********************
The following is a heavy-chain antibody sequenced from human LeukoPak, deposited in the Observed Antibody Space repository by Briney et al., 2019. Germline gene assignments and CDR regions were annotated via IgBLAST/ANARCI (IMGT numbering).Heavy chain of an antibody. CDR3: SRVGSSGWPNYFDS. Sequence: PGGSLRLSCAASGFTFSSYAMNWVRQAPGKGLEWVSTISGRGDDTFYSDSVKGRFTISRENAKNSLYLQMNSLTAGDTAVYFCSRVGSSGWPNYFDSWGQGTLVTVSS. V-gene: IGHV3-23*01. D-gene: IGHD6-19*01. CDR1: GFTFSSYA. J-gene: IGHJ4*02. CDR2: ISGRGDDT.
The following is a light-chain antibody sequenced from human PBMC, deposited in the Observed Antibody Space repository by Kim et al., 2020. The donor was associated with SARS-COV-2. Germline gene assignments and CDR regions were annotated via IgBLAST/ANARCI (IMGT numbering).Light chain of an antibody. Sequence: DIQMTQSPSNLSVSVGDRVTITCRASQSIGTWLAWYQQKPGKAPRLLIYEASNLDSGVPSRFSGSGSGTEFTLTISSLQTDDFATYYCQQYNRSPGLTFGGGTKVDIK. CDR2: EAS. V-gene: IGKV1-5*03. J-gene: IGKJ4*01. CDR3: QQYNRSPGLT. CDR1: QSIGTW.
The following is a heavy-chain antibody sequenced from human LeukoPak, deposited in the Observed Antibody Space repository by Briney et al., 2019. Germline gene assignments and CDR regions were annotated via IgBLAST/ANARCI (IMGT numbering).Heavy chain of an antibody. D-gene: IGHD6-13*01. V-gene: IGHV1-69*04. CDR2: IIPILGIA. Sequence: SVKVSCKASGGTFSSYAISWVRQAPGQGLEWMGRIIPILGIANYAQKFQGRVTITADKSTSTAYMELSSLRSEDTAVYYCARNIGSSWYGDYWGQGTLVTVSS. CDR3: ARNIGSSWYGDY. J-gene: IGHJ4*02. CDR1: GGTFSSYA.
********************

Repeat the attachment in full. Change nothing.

The following is a heavy-chain antibody sequenced from human LeukoPak, deposited in the Observed Antibody Space repository by Briney et al., 2019. Germline gene assignments and CDR regions were annotated via IgBLAST/ANARCI (IMGT numbering).Heavy chain of an antibody. CDR3: SRVGSSGWPNYFDS. Sequence: PGGSLRLSCAASGFTFSSYAMNWVRQAPGKGLEWVSTISGRGDDTFYSDSVKGRFTISRENAKNSLYLQMNSLTAGDTAVYFCSRVGSSGWPNYFDSWGQGTLVTVSS. V-gene: IGHV3-23*01. D-gene: IGHD6-19*01. CDR1: GFTFSSYA. J-gene: IGHJ4*02. CDR2: ISGRGDDT.
The following is a light-chain antibody sequenced from human PBMC, deposited in the Observed Antibody Space repository by Kim et al., 2020. The donor was associated with SARS-COV-2. Germline gene assignments and CDR regions were annotated via IgBLAST/ANARCI (IMGT numbering).Light chain of an antibody. Sequence: DIQMTQSPSNLSVSVGDRVTITCRASQSIGTWLAWYQQKPGKAPRLLIYEASNLDSGVPSRFSGSGSGTEFTLTISSLQTDDFATYYCQQYNRSPGLTFGGGTKVDIK. CDR2: EAS. V-gene: IGKV1-5*03. J-gene: IGKJ4*01. CDR3: QQYNRSPGLT. CDR1: QSIGTW.
The following is a heavy-chain antibody sequenced from human LeukoPak, deposited in the Observed Antibody Space repository by Briney et al., 2019. Germline gene assignments and CDR regions were annotated via IgBLAST/ANARCI (IMGT numbering).Heavy chain of an antibody. D-gene: IGHD6-13*01. V-gene: IGHV1-69*04. CDR2: IIPILGIA. Sequence: SVKVSCKASGGTFSSYAISWVRQAPGQGLEWMGRIIPILGIANYAQKFQGRVTITADKSTSTAYMELSSLRSEDTAVYYCARNIGSSWYGDYWGQGTLVTVSS. CDR3: ARNIGSSWYGDY. J-gene: IGHJ4*02. CDR1: GGTFSSYA.